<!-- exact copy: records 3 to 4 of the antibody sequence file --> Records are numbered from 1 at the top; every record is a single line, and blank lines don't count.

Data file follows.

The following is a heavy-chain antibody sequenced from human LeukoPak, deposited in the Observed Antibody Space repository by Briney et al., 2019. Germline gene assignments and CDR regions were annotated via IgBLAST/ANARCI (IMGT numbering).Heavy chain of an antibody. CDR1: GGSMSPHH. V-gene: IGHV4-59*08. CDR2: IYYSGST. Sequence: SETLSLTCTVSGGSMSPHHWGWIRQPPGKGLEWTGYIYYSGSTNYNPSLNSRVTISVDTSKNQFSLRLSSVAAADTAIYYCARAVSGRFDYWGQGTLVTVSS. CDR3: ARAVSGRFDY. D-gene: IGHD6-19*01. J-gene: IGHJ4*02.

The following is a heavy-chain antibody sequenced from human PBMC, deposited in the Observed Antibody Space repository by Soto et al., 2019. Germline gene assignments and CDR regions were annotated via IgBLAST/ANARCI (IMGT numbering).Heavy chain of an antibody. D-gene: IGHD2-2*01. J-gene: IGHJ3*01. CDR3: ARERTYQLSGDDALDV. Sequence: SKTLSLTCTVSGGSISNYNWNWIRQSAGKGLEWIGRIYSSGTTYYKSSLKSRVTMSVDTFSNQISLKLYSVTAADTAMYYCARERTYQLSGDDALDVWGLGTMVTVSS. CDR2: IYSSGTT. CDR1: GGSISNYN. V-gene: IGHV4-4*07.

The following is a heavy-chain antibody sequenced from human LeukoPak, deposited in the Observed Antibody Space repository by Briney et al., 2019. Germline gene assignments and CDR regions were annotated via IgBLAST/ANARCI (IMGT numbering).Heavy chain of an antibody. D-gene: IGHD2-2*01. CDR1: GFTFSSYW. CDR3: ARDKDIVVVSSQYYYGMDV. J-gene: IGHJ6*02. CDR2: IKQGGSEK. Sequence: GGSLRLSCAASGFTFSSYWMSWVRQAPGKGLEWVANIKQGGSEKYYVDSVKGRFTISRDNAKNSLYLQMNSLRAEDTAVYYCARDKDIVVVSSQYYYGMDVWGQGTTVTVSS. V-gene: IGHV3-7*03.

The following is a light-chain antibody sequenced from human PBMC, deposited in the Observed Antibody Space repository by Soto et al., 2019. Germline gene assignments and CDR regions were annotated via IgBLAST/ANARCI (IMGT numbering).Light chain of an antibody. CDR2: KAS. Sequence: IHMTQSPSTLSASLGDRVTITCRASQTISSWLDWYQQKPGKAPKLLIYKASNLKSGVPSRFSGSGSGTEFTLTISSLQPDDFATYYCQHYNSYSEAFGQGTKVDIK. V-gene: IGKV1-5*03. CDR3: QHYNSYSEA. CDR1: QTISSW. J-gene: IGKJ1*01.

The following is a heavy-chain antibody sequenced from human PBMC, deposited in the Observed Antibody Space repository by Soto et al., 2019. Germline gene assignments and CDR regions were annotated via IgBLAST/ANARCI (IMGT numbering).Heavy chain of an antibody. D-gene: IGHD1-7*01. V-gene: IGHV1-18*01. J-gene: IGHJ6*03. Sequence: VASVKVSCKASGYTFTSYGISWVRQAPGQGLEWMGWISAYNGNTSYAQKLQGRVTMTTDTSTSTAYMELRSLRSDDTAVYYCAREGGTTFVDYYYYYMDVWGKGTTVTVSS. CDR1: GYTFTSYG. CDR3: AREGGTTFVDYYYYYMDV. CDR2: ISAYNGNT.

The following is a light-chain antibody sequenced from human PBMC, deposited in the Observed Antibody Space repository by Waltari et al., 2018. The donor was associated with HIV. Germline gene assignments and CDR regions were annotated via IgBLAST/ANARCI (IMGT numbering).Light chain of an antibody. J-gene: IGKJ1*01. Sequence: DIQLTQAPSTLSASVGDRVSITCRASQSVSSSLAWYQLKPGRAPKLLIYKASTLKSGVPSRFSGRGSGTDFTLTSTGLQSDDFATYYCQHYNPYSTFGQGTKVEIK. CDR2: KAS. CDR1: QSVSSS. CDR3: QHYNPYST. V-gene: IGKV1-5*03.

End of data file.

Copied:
The following is a heavy-chain antibody sequenced from human LeukoPak, deposited in the Observed Antibody Space repository by Briney et al., 2019. Germline gene assignments and CDR regions were annotated via IgBLAST/ANARCI (IMGT numbering).Heavy chain of an antibody. D-gene: IGHD2-2*01. CDR1: GFTFSSYW. CDR3: ARDKDIVVVSSQYYYGMDV. J-gene: IGHJ6*02. CDR2: IKQGGSEK. Sequence: GGSLRLSCAASGFTFSSYWMSWVRQAPGKGLEWVANIKQGGSEKYYVDSVKGRFTISRDNAKNSLYLQMNSLRAEDTAVYYCARDKDIVVVSSQYYYGMDVWGQGTTVTVSS. V-gene: IGHV3-7*03.

The following is a light-chain antibody sequenced from human PBMC, deposited in the Observed Antibody Space repository by Soto et al., 2019. Germline gene assignments and CDR regions were annotated via IgBLAST/ANARCI (IMGT numbering).Light chain of an antibody. CDR2: KAS. Sequence: IHMTQSPSTLSASLGDRVTITCRASQTISSWLDWYQQKPGKAPKLLIYKASNLKSGVPSRFSGSGSGTEFTLTISSLQPDDFATYYCQHYNSYSEAFGQGTKVDIK. V-gene: IGKV1-5*03. CDR3: QHYNSYSEA. CDR1: QTISSW. J-gene: IGKJ1*01.